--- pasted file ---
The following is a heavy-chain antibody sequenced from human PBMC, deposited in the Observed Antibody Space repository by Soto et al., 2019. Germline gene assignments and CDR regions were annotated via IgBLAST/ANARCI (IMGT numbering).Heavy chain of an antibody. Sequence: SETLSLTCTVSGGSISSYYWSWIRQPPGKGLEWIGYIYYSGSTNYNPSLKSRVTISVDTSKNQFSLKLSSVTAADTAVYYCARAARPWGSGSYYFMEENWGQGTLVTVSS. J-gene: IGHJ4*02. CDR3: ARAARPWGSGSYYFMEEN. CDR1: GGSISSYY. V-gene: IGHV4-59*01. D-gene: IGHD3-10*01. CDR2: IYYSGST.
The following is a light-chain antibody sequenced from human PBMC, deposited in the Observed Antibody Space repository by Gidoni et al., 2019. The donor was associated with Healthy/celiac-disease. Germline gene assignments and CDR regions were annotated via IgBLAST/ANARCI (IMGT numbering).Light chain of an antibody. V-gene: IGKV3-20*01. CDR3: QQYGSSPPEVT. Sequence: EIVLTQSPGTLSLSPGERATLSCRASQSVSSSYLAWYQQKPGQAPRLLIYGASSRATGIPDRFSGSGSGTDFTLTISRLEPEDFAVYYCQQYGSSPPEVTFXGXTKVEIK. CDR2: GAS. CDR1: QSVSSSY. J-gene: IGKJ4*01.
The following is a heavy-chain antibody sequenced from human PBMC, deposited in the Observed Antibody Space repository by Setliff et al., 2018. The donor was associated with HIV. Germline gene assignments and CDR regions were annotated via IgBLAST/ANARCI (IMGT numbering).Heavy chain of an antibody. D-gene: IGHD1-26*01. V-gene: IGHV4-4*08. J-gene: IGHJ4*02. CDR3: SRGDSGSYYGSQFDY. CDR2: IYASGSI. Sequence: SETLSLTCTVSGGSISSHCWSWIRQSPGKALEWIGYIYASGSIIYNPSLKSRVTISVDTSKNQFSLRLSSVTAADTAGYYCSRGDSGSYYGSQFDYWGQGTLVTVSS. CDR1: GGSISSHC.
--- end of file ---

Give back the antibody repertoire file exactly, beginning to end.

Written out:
The following is a heavy-chain antibody sequenced from human PBMC, deposited in the Observed Antibody Space repository by Soto et al., 2019. Germline gene assignments and CDR regions were annotated via IgBLAST/ANARCI (IMGT numbering).Heavy chain of an antibody. Sequence: SETLSLTCTVSGGSISSYYWSWIRQPPGKGLEWIGYIYYSGSTNYNPSLKSRVTISVDTSKNQFSLKLSSVTAADTAVYYCARAARPWGSGSYYFMEENWGQGTLVTVSS. J-gene: IGHJ4*02. CDR3: ARAARPWGSGSYYFMEEN. CDR1: GGSISSYY. V-gene: IGHV4-59*01. D-gene: IGHD3-10*01. CDR2: IYYSGST.
The following is a light-chain antibody sequenced from human PBMC, deposited in the Observed Antibody Space repository by Gidoni et al., 2019. The donor was associated with Healthy/celiac-disease. Germline gene assignments and CDR regions were annotated via IgBLAST/ANARCI (IMGT numbering).Light chain of an antibody. V-gene: IGKV3-20*01. CDR3: QQYGSSPPEVT. Sequence: EIVLTQSPGTLSLSPGERATLSCRASQSVSSSYLAWYQQKPGQAPRLLIYGASSRATGIPDRFSGSGSGTDFTLTISRLEPEDFAVYYCQQYGSSPPEVTFXGXTKVEIK. CDR2: GAS. CDR1: QSVSSSY. J-gene: IGKJ4*01.
The following is a heavy-chain antibody sequenced from human PBMC, deposited in the Observed Antibody Space repository by Setliff et al., 2018. The donor was associated with HIV. Germline gene assignments and CDR regions were annotated via IgBLAST/ANARCI (IMGT numbering).Heavy chain of an antibody. D-gene: IGHD1-26*01. V-gene: IGHV4-4*08. J-gene: IGHJ4*02. CDR3: SRGDSGSYYGSQFDY. CDR2: IYASGSI. Sequence: SETLSLTCTVSGGSISSHCWSWIRQSPGKALEWIGYIYASGSIIYNPSLKSRVTISVDTSKNQFSLRLSSVTAADTAGYYCSRGDSGSYYGSQFDYWGQGTLVTVSS. CDR1: GGSISSHC.